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PAY IT FORWARD ($25) is a movie that I really wanted to like a whole heck of a lot because of its star power and great performances. Unfortunately, I found the script to be heavy-handed and too manipulative for its own good- especially the ending. My overall reaction to PAY IT FORWARD, is a sort of ambivalence- I didn't love the film, but I didn't hate it either. I would image that in my mind, the performances counteracted the flaws that I perceived in the script.

The basic premise of PAY IT FORWARD is filled with good intentions and tells the story of how random acts of extreme kindness are traced back to a junior high school student, who was participating in a class project, in which he has to enact an idea that he feels will change the world for the better. Haley Joel Osment portrays Trevor McKinney, the student who was assigned the project by his social studies teacher Eugene Simonet (Kevin Spacey). For the project, Trevor comes up with the concept of "pay it forward," in which he does completely selfless acts for three other people. However, instead payback, the recipient of selfless act has to "pay it forward" by performing three selfless acts for three other people, who are then asked to "pay it forward" for three other people. In this way, the selfless acts will multiply exponentially and spread across the planet.

Of course, Trevor must begin the cycle by performing the first three selfless acts. However, Trevor's first selfless act is to help a homeless drug addict named Jerry (James Caviezel) to get back on his feet, which doesn't sit well with his recovering alcoholic mother Arlene (Helen Hunt), who is panic stricken to discover a stranger in her home. Trevor's second selfless act also meets with resistance from Arlene, as well as Trevor's social studies teacher, when she and Eugene discover that they have been blindsided and set up on a date by the boy. Finally, Trevor's third selfless act involves helping a friend at school, who is constantly being picked on by bullies.

Much of PAY IT FORWARD is concerned with watching Trevor's selfless acts bare fruit. Most notable is the relationship that develops between Arlene and Eugene, both of whom are vary of becoming involved, because of their personal scars, which are of the physical and psychological varieties. The film also removes itself several generations from the source, where we find a cynical reporter named Chris Chandler (Jay Mohr) tracing "pay it forward" back to its point of origin, after he himself becomes the recipient of a completely selfless act. This subplot, in addition to the ending, is where PAY IT FORWARD becomes particularly heavy-handed and emotionally manipulative. However, director Mimi Leder works well with her leading actors, allowing them enough breathing room to create some very fine character moments. The cast of PAY IT FORWARD also includes Jon Bon Jovi, Angie Dickinson, David Ramsey and Gary Werntz.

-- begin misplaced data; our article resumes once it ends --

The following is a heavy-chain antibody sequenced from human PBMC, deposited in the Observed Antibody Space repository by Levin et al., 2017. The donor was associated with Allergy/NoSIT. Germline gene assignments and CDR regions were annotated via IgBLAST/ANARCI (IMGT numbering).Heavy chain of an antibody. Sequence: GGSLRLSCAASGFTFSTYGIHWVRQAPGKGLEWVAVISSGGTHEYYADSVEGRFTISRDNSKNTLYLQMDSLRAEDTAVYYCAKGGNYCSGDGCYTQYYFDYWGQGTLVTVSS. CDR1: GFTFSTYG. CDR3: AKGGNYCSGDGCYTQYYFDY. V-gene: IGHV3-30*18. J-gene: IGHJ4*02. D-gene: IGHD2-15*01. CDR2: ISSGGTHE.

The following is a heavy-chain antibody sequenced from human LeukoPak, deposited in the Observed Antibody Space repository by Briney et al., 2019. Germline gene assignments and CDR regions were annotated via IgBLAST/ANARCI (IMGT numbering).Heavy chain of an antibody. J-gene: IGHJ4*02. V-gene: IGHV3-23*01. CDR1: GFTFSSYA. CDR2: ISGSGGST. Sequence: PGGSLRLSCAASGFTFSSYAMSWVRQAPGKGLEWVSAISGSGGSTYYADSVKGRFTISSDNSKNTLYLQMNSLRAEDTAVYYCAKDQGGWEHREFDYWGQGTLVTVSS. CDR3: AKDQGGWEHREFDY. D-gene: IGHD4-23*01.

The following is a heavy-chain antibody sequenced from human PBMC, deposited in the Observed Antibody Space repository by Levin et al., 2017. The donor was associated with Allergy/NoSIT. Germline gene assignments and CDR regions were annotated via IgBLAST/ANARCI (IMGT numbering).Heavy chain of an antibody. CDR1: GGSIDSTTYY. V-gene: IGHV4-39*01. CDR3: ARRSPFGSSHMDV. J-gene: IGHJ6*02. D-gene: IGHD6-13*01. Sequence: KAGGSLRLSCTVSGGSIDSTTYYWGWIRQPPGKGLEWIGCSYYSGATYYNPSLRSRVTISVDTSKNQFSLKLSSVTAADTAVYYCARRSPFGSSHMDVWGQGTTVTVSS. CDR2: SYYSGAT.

Warner Home Video has made PAY IT FORWARD available on DVD in a 1.78:1 wide screen presentation that features the anamorphic enhancement for 16:9 displays. Like any Hollywood "A" movie just coming off theatrical release, PAY IT FORWARD looks simply great on DVD. The image is very crisp and finely detailed, which highlights not only the interiors, but the Las Vegas desert that serves as a backdrop for the story. Most of the colors are fairly vivid, while the flesh tones remain completely convincing. There are no problems with chroma noise or smearing during the presentation. Blacks are generally on the money and there is always a healthy dose of shadow detail. The film element used for the transfer is very clean, with the only flaw being a hairline scratch that ran down the center of the frame for a couple of seconds. Clean dual layer authoring keeps digital compression artifacts out of sight.

PAY IT FORWARD is a dialogue driven drama, so the Dolby Digital 5.1 channel soundtrack is not of the showy variety. Sound effects do utilize the discrete properties of the format, but the implementation is very subtle. The surround channels see the least activity, but they do provide the requisite ambience and musical fill, as well as occasional active effects. Dialogue reproduction is very clean and fully intelligible. I doubt that anyone will notice if the bass channel is there, since it is rarely required by the subject matter. Thomas Newman's score is nicely recorded and l reproduced with a highly musical quality. A French 5.1 channel soundtrack is also encoded onto the DVD, as are English and French subtitles.

Music underscores the basic interactive menus, which allow one access to the standard scene selection and set up features, as well as a few extras. Director Mimi Leder provides an informative running audio commentary, that some may feel is a bit slow at times. Maybe adding a few cast members to the track would have livened things up. The HBO First Look Special The Making of Pay it Forward is also included on the DVD. Running thirteen minutes, this is a standard PR piece, with interviews and behind-the-scenes footage. A theatrical trailer and cast filmographies close out the DVD’s extras.

PAY IT FORWARD is not the Oscar caliber film that the studio was hoping for due to its manipulative script. Still, this movie is worth checking out for its fine performances by Kevin Spacey, Helen Hunt and Haley Joel Osment. Warner's DVD looks great and sounds just fine, so if you are going to pick up PAY IT FORWARD anyway, make sure it's on disc and not tape.


Pay it Forward


DVD reviews are Copyright 2001 THE CINEMA LASER and may not be copied or reprinted without the written consent of the publisher.
THE CINEMA LASER is written, edited and published by Derek M. Germano.



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